rupaul's drag race

I’m Sorry, Jeff Goldblum Said What About Islam on Drag Race?

Photo: Bravo

Friday’s episode of RuPaul’s Drag Race — a.k.a. the first 90 minutes of VH1’s 3.5-hour marathon of Drag Race content — featured one perfect guest judge and one not so perfect guest judge. While Rachel Bloom gave constructive comments and made great reaction faces, Jeff Goldblum caught heat online for his pointed comments about Islam. For the episode’s “Stars and Stripes” runway, after a main challenge centered on a political debate, contestant Jackie Cox wore a blue starry hijab and a red-and-white striped caftan. During his comments, Goldblum wondered about the implications of wearing an Islam-related look on Drag Race. “Isn’t this an interesting wrinkle, though,” he said. “Is there something in this religion that is anti-homosexuality and anti-woman? Does that complicate the issue? I’m just raising it and thinking out loud and maybe being stupid.”

Jackie, who ended up in the bottom two for her performance in the main challenge, explained that she wore the outfit as a commentary on Trump’s Muslim ban, as a drag queen of Iranian heritage. “You can be Middle Eastern, you can be Muslim, and you can still be American,” she says in her voice-over. Later, she defended her choice after Goldblum’s comments. “When the Muslim ban happened, it really destroyed a lot of my faith in this country. It really hurt my family. And that’s so wrong to me,” Jackie said, tearing up. “And I had to show America that you can be LGBT and from the Middle East, and there’s gonna be complicated shit around that, and that’s okay. But I’m here, and I deserve to be in America just as much as anyone else.”

Fans of the show, along with other Middle Eastern LGBTQ people, defended Jackie on Twitter and criticized Goldblum’s views. “I don’t watch this show but I keep seeing this clip, and it’s Islamophobic and dangerous. Period,” the writer Khalid El Khatib tweeted. “Islam, like ALL religions, has significant progress to do in embracing intersectionality. But at its core, it’s a religion of tolerance.” The designer and artist @dirtbagboyfren added, “I really don’t need to see the islamophobic Jeff Goldblum clip on the second day of Ramadan so please stop sharing it and remember: if you bring up homophobia and sexism every time someone mentions Islam but not Christianity you’re racist. That’s it. You are.” And poet Omar Sakr wrote, “Jeff Goldblum felt the need to say ‘but isn’t Islam anti-gay and anti-woman’ to Jackie because she was wearing a stars-and-stripes hijab, as if America hasn’t been anti-gay and anti-woman from the outset, or killed and displaced millions of Muslims, including women and queers …”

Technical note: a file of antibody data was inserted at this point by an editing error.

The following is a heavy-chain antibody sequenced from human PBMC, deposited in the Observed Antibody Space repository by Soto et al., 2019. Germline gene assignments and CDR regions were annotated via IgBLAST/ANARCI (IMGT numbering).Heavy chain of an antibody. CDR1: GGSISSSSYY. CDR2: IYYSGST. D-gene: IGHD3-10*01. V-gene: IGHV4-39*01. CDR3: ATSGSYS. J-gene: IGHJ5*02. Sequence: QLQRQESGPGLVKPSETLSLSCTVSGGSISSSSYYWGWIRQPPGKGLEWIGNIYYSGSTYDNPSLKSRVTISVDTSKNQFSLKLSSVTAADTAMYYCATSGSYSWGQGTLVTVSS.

Jackie survived the episode, winning a Lip Sync for Your Life to “Firework” that made Goldblum tear up. As others used Goldblum’s comments as a shield to further criticize Islam, El Khatib clarified his position in a reply. “I’m not saying it isn’t difficult to be a LGTBQ people in a predominantly Muslim country or household. It almost universally is,” he wrote. “But the way we make it better for them is not some B-list celebrity espousing hate on a problematic fracker’s show that tons of gay people watch.”

I’m Sorry, Jeff Goldblum Said What About Islam on Drag Race?